Closing arguments begin in Harvey Weinstein trial in Los Angeles

The deputy district attorney showed a photo of a wolf and said Weinstein was a predator, having a skillful method to lure his prey

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Thursday, December 1, 2022
Closing arguments begin in LA Harvey Weinstein trial
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The case against Harvey Weinstein is one step closer to getting to the jury. Prosecutors were able to get through part of their closing arguments Wednesday.

LOS ANGELES (KABC) -- The case against Harvey Weinstein is one step closer to getting to the jury. Prosecutors were able to get through part of their closing arguments Wednesday.

Early in her presentation, Deputy District Attorney Marlene Martinez showed a photo of a wolf with the assertion that Weinstein was a predator who used a skillful method to lure his prey. She noted that Los Angeles is a city full of dreamers, and he exploited those dreams.

Martinez said Weinstein gained his status as Hollywood's most powerful man through his persistence, illustrating a man who would not take no for an answer.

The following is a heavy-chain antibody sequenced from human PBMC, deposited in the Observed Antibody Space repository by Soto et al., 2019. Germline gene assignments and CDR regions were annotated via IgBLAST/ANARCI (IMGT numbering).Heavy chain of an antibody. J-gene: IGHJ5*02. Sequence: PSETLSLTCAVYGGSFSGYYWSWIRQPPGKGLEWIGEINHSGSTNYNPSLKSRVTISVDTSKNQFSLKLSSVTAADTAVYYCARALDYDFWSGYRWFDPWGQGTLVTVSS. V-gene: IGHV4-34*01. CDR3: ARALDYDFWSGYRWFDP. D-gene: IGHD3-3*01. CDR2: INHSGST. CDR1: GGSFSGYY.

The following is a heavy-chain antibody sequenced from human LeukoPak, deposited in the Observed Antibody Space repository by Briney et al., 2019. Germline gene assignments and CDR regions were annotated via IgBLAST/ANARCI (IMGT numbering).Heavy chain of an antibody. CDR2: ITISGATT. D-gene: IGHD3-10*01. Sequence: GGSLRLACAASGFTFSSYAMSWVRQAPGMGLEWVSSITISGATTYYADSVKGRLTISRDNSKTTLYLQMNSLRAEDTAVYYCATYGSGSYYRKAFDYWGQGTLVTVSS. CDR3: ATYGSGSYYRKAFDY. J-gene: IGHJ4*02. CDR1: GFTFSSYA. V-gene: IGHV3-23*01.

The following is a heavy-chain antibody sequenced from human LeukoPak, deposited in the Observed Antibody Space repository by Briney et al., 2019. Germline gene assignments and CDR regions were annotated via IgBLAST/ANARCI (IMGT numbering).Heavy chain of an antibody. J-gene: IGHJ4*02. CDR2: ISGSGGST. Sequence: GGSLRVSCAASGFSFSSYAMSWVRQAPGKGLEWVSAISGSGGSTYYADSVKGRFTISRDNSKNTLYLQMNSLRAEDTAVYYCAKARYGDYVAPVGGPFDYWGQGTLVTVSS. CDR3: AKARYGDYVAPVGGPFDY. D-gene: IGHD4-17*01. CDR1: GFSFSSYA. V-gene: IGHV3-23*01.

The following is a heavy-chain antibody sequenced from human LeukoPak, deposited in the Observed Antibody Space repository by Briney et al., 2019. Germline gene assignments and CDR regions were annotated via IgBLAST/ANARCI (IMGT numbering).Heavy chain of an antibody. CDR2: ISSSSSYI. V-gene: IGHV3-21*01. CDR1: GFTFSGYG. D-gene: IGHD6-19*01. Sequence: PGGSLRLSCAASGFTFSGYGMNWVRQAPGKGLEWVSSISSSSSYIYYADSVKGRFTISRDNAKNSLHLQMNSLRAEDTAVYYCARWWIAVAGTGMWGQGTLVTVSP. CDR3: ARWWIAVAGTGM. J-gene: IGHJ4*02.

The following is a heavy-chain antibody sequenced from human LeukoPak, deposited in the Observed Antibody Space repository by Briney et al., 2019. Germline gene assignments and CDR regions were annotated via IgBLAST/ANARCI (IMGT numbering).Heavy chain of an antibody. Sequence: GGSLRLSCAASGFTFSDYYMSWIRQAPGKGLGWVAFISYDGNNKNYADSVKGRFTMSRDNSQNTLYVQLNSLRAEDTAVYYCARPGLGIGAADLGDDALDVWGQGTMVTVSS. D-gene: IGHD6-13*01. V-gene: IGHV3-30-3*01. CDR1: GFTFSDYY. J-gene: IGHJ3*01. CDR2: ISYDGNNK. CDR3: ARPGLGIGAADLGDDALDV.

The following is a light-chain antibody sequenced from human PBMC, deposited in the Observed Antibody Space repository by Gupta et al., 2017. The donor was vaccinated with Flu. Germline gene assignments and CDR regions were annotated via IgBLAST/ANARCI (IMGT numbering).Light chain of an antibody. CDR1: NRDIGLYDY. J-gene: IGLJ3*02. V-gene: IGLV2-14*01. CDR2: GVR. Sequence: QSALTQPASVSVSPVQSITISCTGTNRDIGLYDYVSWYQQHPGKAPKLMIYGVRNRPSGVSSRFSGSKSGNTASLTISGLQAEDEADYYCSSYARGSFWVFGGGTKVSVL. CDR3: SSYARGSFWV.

She played a leaked audio recording that was submitted to the court that portrayed one of his accusers, Ambra B., repeatedly declining Weinstein's request that she follow him to his hotel suite.

In the recording he admitted to inappropriately touching her in their prior meeting.

The secretly recorded audio was part of a New York Police Department sting operation but was not released until two years later when The New Yorker magazine reported on Weinstein's behavior.

The leaked audio tape was used in Weinstein's New York trial, which led to his 2020 conviction.

Eight women testified against Weinstein in the Los Angeles trial, including the four Jane Does who filed charges against him. He faces two counts of rape and five other counts of sexual assault.

Martinez emphasized that none of these women know each other, a point often highlighted so that jurors would consider the consistencies in their testimonies.

The method Martinez described accused Weinstein of arranging what seemed like business meetings, luring them into his hotel suite, sexually assaulting them and in some cases following through with the business element as a coverup.

The defense has repeatedly categorized the sex as consensual and transactional.

Gloria Allred represents two women who testified in this case, including one Jane Doe.

"They showed how she met him at the hotel, how she had put money in the parking meter showing the time she was there, and that she wanted to be a screenwriter," Allred said.

Closing arguments continue Thursday, both for the remainder of the prosecution's case and for the defense.